Thursday, May 12, 2022

Poem of the Census Enumerator

          When I look at
          the person I
          meet on the street,
          what do I see?

One of the powerful and relevant poems that has come into my view recently is "Counting" by Margarita Engle.  Engle is the author of many children's books and, from June 2017 to June 2019, she served as the Poetry Foundation's Young People's Poet Laureate.  I offer this poem below -- and invite you to ponder the discrimination-issues it raises and the COMPLEXITY of counting -- and then to follow the links to explore more of Engle's work:

       Counting      by Margarita Engle  

                    Harry Franck, from the United States of America - Census Enumerator

       I came to Panama planning to dig
       the Eighth Wonder of the World,
       but I was told that white men
       should never be seen working
       with shovels, so I took a police job,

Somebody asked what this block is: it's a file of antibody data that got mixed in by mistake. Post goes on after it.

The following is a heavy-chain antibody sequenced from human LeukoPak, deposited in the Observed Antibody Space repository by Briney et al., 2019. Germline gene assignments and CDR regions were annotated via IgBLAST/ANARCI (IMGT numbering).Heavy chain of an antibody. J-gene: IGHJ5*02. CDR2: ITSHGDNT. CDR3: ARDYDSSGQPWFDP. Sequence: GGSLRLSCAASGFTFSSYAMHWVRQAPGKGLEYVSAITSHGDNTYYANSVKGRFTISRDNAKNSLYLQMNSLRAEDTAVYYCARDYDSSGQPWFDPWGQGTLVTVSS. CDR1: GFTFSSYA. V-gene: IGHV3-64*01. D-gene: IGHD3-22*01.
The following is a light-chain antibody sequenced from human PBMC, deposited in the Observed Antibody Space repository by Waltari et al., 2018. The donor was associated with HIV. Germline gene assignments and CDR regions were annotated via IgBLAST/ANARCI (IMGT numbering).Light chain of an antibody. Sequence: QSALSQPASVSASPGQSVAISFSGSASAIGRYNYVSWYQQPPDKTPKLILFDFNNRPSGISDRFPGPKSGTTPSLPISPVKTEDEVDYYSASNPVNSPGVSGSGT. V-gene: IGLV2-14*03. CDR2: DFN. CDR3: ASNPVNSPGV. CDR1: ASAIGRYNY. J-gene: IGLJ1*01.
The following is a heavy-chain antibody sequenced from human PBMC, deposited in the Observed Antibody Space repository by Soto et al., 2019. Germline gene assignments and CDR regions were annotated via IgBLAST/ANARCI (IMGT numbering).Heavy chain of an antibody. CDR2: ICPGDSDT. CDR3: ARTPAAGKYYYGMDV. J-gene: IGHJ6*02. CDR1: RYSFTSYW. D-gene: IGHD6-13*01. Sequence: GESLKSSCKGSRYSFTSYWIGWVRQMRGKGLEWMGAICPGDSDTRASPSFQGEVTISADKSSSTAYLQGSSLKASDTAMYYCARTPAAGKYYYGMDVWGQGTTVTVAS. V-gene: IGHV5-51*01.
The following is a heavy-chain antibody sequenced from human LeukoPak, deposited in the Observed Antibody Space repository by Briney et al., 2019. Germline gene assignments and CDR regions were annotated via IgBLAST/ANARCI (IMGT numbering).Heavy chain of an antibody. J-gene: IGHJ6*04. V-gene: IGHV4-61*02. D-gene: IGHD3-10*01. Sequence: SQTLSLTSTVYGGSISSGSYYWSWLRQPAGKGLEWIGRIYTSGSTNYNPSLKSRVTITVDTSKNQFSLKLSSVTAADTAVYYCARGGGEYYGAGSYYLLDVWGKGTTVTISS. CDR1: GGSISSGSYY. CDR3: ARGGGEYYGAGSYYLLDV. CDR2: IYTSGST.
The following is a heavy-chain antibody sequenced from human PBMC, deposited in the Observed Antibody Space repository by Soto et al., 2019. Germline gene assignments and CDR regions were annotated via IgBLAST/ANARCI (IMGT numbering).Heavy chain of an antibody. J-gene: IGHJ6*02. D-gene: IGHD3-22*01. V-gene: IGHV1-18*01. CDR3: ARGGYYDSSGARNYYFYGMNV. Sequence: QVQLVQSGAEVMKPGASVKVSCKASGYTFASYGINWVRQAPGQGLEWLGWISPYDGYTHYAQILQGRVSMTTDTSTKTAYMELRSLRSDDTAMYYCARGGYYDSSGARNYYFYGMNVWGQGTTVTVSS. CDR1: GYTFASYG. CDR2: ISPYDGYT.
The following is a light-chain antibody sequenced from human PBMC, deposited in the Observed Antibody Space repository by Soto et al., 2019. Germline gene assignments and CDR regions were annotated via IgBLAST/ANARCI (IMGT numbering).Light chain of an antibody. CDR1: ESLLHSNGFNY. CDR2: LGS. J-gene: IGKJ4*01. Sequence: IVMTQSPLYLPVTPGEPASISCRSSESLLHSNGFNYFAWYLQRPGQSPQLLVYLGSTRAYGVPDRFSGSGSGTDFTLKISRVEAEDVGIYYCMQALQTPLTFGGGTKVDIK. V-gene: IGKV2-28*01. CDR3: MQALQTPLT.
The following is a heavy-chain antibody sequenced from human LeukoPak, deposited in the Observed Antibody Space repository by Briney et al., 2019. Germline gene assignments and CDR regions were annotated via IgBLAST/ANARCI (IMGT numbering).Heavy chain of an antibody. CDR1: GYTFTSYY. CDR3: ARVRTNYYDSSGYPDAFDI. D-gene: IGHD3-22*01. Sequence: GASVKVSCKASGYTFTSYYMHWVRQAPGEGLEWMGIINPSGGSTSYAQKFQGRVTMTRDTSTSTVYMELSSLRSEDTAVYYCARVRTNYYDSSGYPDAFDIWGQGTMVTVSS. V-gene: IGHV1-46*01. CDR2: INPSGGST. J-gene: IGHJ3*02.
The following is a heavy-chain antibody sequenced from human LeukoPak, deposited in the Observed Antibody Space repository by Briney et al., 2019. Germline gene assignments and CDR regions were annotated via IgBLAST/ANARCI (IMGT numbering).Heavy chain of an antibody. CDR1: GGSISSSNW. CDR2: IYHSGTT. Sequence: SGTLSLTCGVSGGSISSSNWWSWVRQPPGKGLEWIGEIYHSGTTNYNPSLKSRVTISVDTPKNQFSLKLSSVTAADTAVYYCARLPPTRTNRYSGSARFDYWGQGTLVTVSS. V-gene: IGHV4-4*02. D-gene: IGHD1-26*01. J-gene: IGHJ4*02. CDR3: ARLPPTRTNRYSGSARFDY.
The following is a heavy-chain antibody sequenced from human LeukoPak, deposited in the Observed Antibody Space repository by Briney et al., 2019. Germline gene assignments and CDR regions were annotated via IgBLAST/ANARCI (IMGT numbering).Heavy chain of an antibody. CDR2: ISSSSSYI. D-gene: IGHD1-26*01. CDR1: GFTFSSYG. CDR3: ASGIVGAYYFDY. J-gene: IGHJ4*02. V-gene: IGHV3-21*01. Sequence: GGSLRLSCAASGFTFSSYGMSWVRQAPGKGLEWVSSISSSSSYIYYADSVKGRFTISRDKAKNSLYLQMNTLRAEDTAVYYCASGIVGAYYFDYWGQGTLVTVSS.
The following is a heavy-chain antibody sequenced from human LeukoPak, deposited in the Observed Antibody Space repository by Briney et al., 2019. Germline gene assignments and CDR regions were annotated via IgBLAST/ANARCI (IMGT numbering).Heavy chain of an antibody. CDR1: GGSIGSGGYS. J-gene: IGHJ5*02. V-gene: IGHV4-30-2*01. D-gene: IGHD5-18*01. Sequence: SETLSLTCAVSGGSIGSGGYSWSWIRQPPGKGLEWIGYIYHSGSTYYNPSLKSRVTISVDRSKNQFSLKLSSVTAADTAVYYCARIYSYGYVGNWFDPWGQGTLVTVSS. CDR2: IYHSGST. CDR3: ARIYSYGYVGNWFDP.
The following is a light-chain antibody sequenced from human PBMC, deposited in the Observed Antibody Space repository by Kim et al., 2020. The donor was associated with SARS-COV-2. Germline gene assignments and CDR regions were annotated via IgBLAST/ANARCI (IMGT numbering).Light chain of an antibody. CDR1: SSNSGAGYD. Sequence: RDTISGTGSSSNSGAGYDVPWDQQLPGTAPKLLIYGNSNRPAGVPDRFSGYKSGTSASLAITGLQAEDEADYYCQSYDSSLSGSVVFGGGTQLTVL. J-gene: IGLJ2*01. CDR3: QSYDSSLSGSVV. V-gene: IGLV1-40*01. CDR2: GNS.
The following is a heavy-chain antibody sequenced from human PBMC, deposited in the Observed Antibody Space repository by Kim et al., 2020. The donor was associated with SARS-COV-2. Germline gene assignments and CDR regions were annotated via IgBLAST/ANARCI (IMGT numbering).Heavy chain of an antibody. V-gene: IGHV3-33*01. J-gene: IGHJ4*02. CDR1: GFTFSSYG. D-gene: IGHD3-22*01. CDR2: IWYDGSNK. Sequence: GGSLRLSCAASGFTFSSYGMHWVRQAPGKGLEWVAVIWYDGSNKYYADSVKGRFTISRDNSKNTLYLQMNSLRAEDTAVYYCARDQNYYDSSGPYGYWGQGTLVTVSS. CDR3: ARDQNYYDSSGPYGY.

and now I've been transferred
       to the census.

       I roam the jungle, counting laborers
       who live in shanties and those who live
       on the run, fugitives who are too angry
       to keep working for silver in a system
       where they know that others
       earn gold.

       When islanders see me coming,
       they're afraid of trouble, even though
       I can't arrest them anymore—now
       all I need is a record of their names, ages,
       homelands, and colors.

       The rules of this census confound me.
       I'm expected to count white Jamaicans
       as dark and every shade of Spaniard
       as semi-white, so that Americans
       can pretend
       there's only one color
       in each country.

       How am I supposed to enumerate
       this kid with the Cuban accent?
       His skin is medium, but his eyes
       are green.

       And what about that Puerto Rican
       scientist, who speaks like a New York
       or the girl who says she doesn't know
       where she was born or who her parents
       are—she could be part native, or part French,
       Jamaican, Chinese ...

       She could even be part American,
       from people who passed through here
       way back
       in gold rush days.

       Counting feels just as impossible
       as turning solid mountains
       into a ditch.

     I found Engle's poem here at (along with more of her work) -- and "Counting" also is available in Engle's collection, Silver People: Voices from the Panama Canal (Houghton Mifflin Harcourt, 2014).

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